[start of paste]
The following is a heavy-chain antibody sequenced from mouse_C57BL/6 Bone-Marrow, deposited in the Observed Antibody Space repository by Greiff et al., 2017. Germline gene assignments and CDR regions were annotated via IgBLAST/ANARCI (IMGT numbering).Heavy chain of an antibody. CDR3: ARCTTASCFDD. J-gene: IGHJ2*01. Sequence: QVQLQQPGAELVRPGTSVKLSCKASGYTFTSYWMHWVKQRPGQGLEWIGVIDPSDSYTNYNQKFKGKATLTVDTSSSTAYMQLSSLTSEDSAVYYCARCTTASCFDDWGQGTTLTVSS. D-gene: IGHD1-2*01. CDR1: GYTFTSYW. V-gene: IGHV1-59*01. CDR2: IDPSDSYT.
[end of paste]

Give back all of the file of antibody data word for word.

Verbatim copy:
The following is a heavy-chain antibody sequenced from mouse_C57BL/6 Bone-Marrow, deposited in the Observed Antibody Space repository by Greiff et al., 2017. Germline gene assignments and CDR regions were annotated via IgBLAST/ANARCI (IMGT numbering).Heavy chain of an antibody. CDR3: ARCTTASCFDD. J-gene: IGHJ2*01. Sequence: QVQLQQPGAELVRPGTSVKLSCKASGYTFTSYWMHWVKQRPGQGLEWIGVIDPSDSYTNYNQKFKGKATLTVDTSSSTAYMQLSSLTSEDSAVYYCARCTTASCFDDWGQGTTLTVSS. D-gene: IGHD1-2*01. CDR1: GYTFTSYW. V-gene: IGHV1-59*01. CDR2: IDPSDSYT.